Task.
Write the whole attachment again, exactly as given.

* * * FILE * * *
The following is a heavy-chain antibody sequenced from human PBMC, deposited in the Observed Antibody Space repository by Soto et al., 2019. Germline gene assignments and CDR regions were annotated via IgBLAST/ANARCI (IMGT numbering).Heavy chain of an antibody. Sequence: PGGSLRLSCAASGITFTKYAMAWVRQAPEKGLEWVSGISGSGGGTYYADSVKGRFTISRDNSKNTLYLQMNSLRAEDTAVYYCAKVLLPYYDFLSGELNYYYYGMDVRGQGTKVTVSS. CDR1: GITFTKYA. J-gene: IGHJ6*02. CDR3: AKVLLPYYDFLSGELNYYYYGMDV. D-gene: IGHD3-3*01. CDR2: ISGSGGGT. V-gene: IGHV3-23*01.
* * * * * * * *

The following is a heavy-chain antibody sequenced from human PBMC, deposited in the Observed Antibody Space repository by Soto et al., 2019. Germline gene assignments and CDR regions were annotated via IgBLAST/ANARCI (IMGT numbering).Heavy chain of an antibody. Sequence: PGGSLRLSCAASGITFTKYAMAWVRQAPEKGLEWVSGISGSGGGTYYADSVKGRFTISRDNSKNTLYLQMNSLRAEDTAVYYCAKVLLPYYDFLSGELNYYYYGMDVRGQGTKVTVSS. CDR1: GITFTKYA. J-gene: IGHJ6*02. CDR3: AKVLLPYYDFLSGELNYYYYGMDV. D-gene: IGHD3-3*01. CDR2: ISGSGGGT. V-gene: IGHV3-23*01.